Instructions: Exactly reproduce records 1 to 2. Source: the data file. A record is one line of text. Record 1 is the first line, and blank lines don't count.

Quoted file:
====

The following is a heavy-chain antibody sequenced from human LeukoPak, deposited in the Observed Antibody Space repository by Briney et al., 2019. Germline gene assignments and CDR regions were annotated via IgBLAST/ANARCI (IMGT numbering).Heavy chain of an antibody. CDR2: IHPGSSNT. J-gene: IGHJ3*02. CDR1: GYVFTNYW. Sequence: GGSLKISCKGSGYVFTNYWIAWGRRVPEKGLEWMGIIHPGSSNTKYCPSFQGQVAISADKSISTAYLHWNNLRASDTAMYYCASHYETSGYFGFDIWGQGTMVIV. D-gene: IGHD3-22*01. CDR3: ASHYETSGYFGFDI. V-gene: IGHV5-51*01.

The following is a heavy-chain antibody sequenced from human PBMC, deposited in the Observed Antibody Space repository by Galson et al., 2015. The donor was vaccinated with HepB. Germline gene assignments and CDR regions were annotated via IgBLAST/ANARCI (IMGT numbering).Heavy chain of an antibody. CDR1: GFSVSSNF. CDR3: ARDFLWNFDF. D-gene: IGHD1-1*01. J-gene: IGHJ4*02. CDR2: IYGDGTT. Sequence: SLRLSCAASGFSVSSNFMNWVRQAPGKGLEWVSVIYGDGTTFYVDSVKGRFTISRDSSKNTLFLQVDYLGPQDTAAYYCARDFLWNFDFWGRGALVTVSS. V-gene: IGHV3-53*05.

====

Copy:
The following is a heavy-chain antibody sequenced from human LeukoPak, deposited in the Observed Antibody Space repository by Briney et al., 2019. Germline gene assignments and CDR regions were annotated via IgBLAST/ANARCI (IMGT numbering).Heavy chain of an antibody. CDR2: IHPGSSNT. J-gene: IGHJ3*02. CDR1: GYVFTNYW. Sequence: GGSLKISCKGSGYVFTNYWIAWGRRVPEKGLEWMGIIHPGSSNTKYCPSFQGQVAISADKSISTAYLHWNNLRASDTAMYYCASHYETSGYFGFDIWGQGTMVIV. D-gene: IGHD3-22*01. CDR3: ASHYETSGYFGFDI. V-gene: IGHV5-51*01.

The following is a heavy-chain antibody sequenced from human PBMC, deposited in the Observed Antibody Space repository by Galson et al., 2015. The donor was vaccinated with HepB. Germline gene assignments and CDR regions were annotated via IgBLAST/ANARCI (IMGT numbering).Heavy chain of an antibody. CDR1: GFSVSSNF. CDR3: ARDFLWNFDF. D-gene: IGHD1-1*01. J-gene: IGHJ4*02. CDR2: IYGDGTT. Sequence: SLRLSCAASGFSVSSNFMNWVRQAPGKGLEWVSVIYGDGTTFYVDSVKGRFTISRDSSKNTLFLQVDYLGPQDTAAYYCARDFLWNFDFWGRGALVTVSS. V-gene: IGHV3-53*05.